Daedalus Had a Daughter

Daedalus Had a Daughter



About the book

We all know what happened to Icarus, but what if there was one who lived to tell the tale? Wanda Campbell's fourth collection of poetry offers alternatives to flying too close to the sun and sinking into the sea. Beginning with ekphrastic poems responding to works by female artists such as Emily Carr and Frida Kahlo, Campbell considers the ways the love of art and the art of love help us to transcend the labyrinths of our lives. In the margins where men and women meet, navigation can be both difficult and dazzling. Viewed through the lens of the poet's own experience as the mother of three daughters, the lives of girls and women become poems about the "common magic" of coming of age. Her mother's own search for her birth mother while battling breast cancer emerges as suite structured around the meanings of "haw" and "thorn," the two haves of the name she left behind. In a section that moves from the free verse that dominates the collection to sonnets and other experiments with form, female pioneers in the worlds of flight and literature are celebrated in plain but powerful language. The poet draws on figures as various as artist Maud Lewis and journalist Maziar Bahari to argue that no matter how hard things become, art creates hope.

About the author

Campbell, Wanda

Wanda Campbell was born in South India and came to Canada at the age of ten. With her husband and three daughters she has camped in the National Parks in every province in Canada and has lived and worked in New Brunswick and Ontario. She now lives in Wolfville, Nova Scotia, where she teaches Creative Writing at Acadia University in view of the highest tides in the world. She has published three collections of poetry: Sky Fishing, Looking For Lucy and Grace. She has also edited literature anthologies for Penguin and an anthology of early canadian women poets called Hidden Rooms. Her creative work has appeared in journals from coast to coast including Antigonish Review, Dalhousie Review, Descant, existere, Fiddlehead, Gaspereau Review, Grain, Harpweaver, New Quarterly, Queen's Quarterly, Room of One's Own, Vallum, Wascana Review, Windsor Review and in the anthologies Body Language and Landmarks.


for Jessica Whitney Dubroff

Women Fly. That’s the claim
embroidered in black letters
on her pink baseball cap
            forever seven, she graces
the cover of TIME
no longer a little girl
failing to pilot a plane
across the continent but a parable
I read on my flight to Toronto
while outside my window
the earth turns under her green quilt
like a pregnant woman seeking ease
I’m going to fly till I die says Jessica
straight down like a lawn dart  says an eyewitness
            we know, in the end, the grown-up pilot had taken over
because his arms were more fractured than hers                    

Women Fly      
Harriet Quimby, first woman to fly the English Channel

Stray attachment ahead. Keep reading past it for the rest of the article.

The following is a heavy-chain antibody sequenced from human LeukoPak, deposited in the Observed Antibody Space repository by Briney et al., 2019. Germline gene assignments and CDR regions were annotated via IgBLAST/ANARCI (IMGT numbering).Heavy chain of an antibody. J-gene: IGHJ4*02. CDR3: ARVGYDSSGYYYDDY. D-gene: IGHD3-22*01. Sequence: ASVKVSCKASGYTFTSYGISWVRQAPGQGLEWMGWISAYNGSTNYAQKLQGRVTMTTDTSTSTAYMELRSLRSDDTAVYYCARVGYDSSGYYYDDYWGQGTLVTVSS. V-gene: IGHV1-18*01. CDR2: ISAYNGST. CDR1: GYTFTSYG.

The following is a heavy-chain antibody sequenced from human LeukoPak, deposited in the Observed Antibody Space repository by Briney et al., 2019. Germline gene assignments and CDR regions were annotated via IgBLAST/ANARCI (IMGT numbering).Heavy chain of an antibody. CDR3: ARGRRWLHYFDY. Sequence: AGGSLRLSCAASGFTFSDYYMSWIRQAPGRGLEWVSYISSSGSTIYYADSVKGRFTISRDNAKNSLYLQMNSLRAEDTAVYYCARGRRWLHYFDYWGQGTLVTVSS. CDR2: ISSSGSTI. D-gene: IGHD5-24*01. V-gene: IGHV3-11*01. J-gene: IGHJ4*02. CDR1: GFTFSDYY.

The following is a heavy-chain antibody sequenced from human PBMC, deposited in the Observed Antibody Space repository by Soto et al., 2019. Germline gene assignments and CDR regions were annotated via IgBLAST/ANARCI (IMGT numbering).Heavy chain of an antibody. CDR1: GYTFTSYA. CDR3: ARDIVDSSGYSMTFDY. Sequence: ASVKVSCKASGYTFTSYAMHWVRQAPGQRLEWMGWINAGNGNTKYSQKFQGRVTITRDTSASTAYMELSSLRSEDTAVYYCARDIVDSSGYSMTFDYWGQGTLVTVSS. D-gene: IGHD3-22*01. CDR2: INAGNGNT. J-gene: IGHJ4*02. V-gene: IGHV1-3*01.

but everyone too busy salvaging Titanic dead to notice
months later she was flung from her plane
to be swallowed by that same ocean
Amelia Earhart in leather and pearls, swallowed
by the other ocean, then Christa McAuliffe
first civilian in space 
swallowed by the sky
there were women who broke records
without being broken themselves but they
are not the ones we remember
Daedalus had a daughter


Self Portrait with Monkeys
(oil on canvas 1943) Frida Kahlo
I never painted dreams.  I painted my own reality.
                                                — Frida Kahlo

she is surrounded by monkeys with eyes
as shiny as beads of a rosary or a gun
they peer from the foliage or insinuate
themselves into her body’s sentence
they throw a casual arm around her neck
or entwine her with tails as sinuous as snakes
they finger the scarlet embroidery next to her heart
and clasp the crisp white folds of her blouse
but she has taken flight from a frame injured beyond imagining
she is the clavicle butterfly pulsing in flesh shine and shadow
she is the dark wings of her brows like the crows
we drew before details devoured us
she is the bird of paradise that flies from her ear
as perfect as a peasant prayer

Thorn. The name of the Old English runic letter
how many are there
scored by scalpel, staples, stitches
the ancient alphabet of pain?
one in eight
a disease once distant suddenly everywhere
each year our women dying
one for every kilometre
between Halifax and Calgary
theories sprout like loosestrife
along this dark highway
but no certain knowledge
just a threnody in the throats
of birds on the green gown
that slips from the shoulders of the road


So what does this traveller from the Carnatic region of India bring to the reader in this her third book? Is it the spice and spirituality of that ancient civilization or, considering that her family emigrated to Canada when she… >>

— John Herbert Cunningham Prairie Fire Review of Books

Delving deep into history, Wanda Campbell's Daedalus Had a Daughter uses Greek myth to contemplate the condition of womanhood. Daedalus created wings for him and and his young son, Icarus. He warned Icarus not to fly too high as the… >>

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